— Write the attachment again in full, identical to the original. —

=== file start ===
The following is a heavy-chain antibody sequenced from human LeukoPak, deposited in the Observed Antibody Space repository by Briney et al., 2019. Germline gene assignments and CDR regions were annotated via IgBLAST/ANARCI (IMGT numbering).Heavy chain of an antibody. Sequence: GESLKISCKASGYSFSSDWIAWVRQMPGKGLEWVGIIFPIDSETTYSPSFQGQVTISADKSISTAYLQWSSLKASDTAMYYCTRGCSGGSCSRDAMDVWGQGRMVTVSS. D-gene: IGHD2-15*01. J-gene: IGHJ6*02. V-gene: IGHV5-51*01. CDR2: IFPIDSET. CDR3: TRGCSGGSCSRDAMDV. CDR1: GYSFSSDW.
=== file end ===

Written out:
The following is a heavy-chain antibody sequenced from human LeukoPak, deposited in the Observed Antibody Space repository by Briney et al., 2019. Germline gene assignments and CDR regions were annotated via IgBLAST/ANARCI (IMGT numbering).Heavy chain of an antibody. Sequence: GESLKISCKASGYSFSSDWIAWVRQMPGKGLEWVGIIFPIDSETTYSPSFQGQVTISADKSISTAYLQWSSLKASDTAMYYCTRGCSGGSCSRDAMDVWGQGRMVTVSS. D-gene: IGHD2-15*01. J-gene: IGHJ6*02. V-gene: IGHV5-51*01. CDR2: IFPIDSET. CDR3: TRGCSGGSCSRDAMDV. CDR1: GYSFSSDW.